The Slatest

Report: Government Waived Background Check Requirements for Staff at Largest Detention Center for Migrant Children

Protesters hold signs saying, "We really care, do u?" and "No human being is illegal." One protester waves an American flag.
Protesters gather near the tent encampment built at the Tornillo-Guadalupe Port of Entry on June 24, 2018 in Tornillo, Texas.
Joe Raedle/Getty Images

A government watchdog found that the Trump administration has dropped background check requirements for staff working at the nation’s largest detention camp for migrant children, the Associated Press reported Tuesday.

The reason for the lapse in security, the AP reported, is the camp’s nearly out-of-control growth and soaring costs. In June, the government opened a temporary shelter for migrant children in Tornillo, Texas, with the intention of housing just a few hundred children, most of whom arrived at the border by themselves with hopes of meeting up with family members living in the U.S. But the tent city exploded in size, and soon thousands of children were sent to stay.

According to the AP, the former director of the federal Office of Refugee Resettlement approved the decision to waive checks for child abuse and neglect for the more than 2,000 staff members brought on since the facility opened. The office reportedly had assumed staff members had undergone FBI fingerprint checks, but they had not. The AP reported that recently hired employees are still not receiving background checks.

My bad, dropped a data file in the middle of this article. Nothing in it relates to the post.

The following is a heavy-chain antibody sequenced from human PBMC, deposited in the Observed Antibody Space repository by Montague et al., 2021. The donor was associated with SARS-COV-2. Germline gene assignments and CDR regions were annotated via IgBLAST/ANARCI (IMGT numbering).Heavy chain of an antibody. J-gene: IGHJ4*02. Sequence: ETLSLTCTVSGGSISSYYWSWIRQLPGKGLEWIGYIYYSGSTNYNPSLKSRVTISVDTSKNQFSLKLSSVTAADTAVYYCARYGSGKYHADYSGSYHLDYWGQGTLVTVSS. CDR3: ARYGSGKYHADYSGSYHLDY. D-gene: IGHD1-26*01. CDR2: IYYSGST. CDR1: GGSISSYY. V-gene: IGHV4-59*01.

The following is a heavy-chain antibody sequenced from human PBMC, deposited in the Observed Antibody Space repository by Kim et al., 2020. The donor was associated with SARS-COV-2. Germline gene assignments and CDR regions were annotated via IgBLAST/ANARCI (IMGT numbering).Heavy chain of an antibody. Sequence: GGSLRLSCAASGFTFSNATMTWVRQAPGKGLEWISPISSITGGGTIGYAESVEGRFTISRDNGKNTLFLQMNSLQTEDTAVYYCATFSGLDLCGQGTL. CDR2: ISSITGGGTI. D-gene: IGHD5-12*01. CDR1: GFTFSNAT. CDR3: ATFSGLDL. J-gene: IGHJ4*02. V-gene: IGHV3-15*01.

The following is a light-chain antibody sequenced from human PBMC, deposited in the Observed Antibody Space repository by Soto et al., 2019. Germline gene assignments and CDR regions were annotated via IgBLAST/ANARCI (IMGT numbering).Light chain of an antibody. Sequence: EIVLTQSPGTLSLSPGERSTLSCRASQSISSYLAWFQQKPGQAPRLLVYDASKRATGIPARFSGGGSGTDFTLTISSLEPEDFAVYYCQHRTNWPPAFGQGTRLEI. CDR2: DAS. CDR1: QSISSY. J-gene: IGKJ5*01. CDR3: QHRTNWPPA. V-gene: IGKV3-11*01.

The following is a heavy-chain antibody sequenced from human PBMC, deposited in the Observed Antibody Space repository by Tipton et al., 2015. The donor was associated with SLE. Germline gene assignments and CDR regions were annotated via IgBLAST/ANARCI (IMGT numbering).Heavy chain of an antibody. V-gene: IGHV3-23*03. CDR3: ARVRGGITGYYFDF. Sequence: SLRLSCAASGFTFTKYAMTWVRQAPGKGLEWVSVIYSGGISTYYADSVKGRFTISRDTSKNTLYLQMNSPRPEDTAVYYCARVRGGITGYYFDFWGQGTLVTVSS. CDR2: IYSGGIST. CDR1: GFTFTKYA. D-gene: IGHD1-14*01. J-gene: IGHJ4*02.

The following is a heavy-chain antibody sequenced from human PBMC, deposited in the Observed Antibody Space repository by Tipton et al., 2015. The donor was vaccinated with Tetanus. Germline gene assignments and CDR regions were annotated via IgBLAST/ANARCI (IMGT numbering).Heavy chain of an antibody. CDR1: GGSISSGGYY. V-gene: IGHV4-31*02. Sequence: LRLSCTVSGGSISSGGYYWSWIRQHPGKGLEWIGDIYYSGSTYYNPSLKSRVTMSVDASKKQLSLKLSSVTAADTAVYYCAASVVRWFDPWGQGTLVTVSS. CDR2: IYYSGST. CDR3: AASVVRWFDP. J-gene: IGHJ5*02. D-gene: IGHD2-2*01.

Instead of vigorous FBI checks, the faith-based private contractor that was hired to run the facility has run its own checks, including running an employee’s name against multi-state sex offender registries and other criminal databases. With access to less data and less reliable information, the contractor’s less stringent checks are thought to increase the likelihood of someone with a criminal or abusive background taking care of migrant teenagers.

More than 2,300 children between the age of 13 and 17 are still housed in the tent city, watched over by staff members who have not undergone proper background checks. If children from the migrant caravans are detained in the U.S., many of them will likely be sent to the Tornillo facility.

On top of the background checks, the AP investigation also found that the facility was allowed to skirt its mental health requirements for taking care of teenagers. Normally, under federal rules, the shelters would have one mental health clinician for every 12 children. The Tornillo camp has one for every 100 children. Many detained teenage migrants have reported experiencing forms of trauma and other mental health issues during and after their time under the administration’s care.

The Trump administration has said it plans to close the Tornillo facility by the end of the year, but the AP reported that the goal appears impossible at this point and that a contract for the facility indicates it could continue into 2020. Hundreds are expected to remain in the facility for the holidays while they wait to be united with family members or other sponsors. Because the administration has strengthened the background check requirements for sponsors agreeing to take the migrants (and because many of the sponsors are undocumented and fear being deported), some children are expecting to wait a long time.